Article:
A reflective equilibrium that arises through reflection on merely one’s own prior convictions is narrow. A process of reflection that also pays careful attention to the moral conceptions advanced by others – in one’s own and in foreign intellectual traditions – and thereby gives these a chance to influence one’s own convictions and systematisations results in a wide reflective equilibrium.12
A further articulation of reflective equilibrium reveals the unstable nature of the process: ‘Moreover, in the process we may not only modify prior beliefs but add new beliefs as well. There need be no assurance the reflective equilibrium is stable – we may modify it as new elements arise in our thinking.’13 This suggests that the ‘end-point’ (as described above) is not fixed, but is rather a temporary point open to further and ongoing modification. Let us look at how this presents itself by attending to what the theory ‘looks like’ as a process.
How does it work?
The method of reflective equilibrium consists in working back and forth among our considered judgments. The method succeeds and we achieve reflective equilibrium when we arrive at an acceptable coherence among these beliefs. An acceptable coherence requires that our beliefs not only be consistent with each other (a weak requirement), but that some of these beliefs provide support or provide a best explanation for others.14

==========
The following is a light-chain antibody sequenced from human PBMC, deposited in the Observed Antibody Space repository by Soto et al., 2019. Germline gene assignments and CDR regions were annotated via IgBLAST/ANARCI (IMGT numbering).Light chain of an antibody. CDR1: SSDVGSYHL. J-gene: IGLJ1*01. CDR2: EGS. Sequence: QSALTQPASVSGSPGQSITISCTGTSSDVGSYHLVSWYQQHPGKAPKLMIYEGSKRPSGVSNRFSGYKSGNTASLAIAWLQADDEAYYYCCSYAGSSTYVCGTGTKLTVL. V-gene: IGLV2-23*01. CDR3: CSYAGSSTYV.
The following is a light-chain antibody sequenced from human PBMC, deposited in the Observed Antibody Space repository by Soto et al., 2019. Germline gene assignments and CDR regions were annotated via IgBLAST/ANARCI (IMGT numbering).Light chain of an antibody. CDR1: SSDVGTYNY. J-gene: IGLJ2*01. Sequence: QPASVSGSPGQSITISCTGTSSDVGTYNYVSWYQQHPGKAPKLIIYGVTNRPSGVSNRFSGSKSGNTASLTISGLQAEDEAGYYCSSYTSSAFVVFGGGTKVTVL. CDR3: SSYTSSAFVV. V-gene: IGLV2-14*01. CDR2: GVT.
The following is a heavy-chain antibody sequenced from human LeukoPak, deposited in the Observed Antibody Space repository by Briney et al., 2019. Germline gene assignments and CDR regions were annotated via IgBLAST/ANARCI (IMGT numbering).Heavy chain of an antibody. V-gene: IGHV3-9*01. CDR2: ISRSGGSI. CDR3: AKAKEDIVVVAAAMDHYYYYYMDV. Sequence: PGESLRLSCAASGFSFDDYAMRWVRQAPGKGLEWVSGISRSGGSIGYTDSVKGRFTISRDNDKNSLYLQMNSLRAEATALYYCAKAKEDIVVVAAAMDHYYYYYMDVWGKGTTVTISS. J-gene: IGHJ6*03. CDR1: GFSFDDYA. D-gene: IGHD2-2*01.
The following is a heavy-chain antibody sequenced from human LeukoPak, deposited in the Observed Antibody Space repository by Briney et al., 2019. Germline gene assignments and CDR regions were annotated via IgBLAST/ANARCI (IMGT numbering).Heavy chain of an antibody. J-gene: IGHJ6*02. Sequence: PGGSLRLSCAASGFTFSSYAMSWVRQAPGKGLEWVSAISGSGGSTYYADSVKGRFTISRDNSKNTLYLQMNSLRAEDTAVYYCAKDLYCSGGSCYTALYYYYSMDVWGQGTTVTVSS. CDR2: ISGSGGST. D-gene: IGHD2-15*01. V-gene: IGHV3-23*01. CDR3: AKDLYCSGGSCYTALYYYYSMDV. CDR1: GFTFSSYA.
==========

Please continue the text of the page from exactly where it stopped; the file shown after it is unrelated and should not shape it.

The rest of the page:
The aim is to work from an ‘original position’, defined by Rawls as ‘the appropriate initial status quo which insures that the fundamental agreements reached in it are fair’.15 This status quo is one in which ‘no-one should be advantaged or disadvantaged by natural fortune of social circumstance in the choice of principles’.16 The original position, one that Rawls emphasises is ‘purely hypothetical’, has over time invited much critique. However, it is also a theory that invokes a human capacity for change when improved accounts and educated understandings are formed.17 Any process toward achieving reflective equilibrium must also match our values in the way that it is undertaken. One must therefore attend to the constructed understandings of the ‘individual’ or ‘subject’ and challenge notions of what is just and for whom, to create a system in which ‘all’ are equally represented and respected. Despite evident complexities, the lens of reflective equilibrium affords a way to understand the possible processes and navigation of values (and agreeing them to an acceptable level) in the set-up and running of Tate Exchange, as well as a method of interaction with Associates and the public.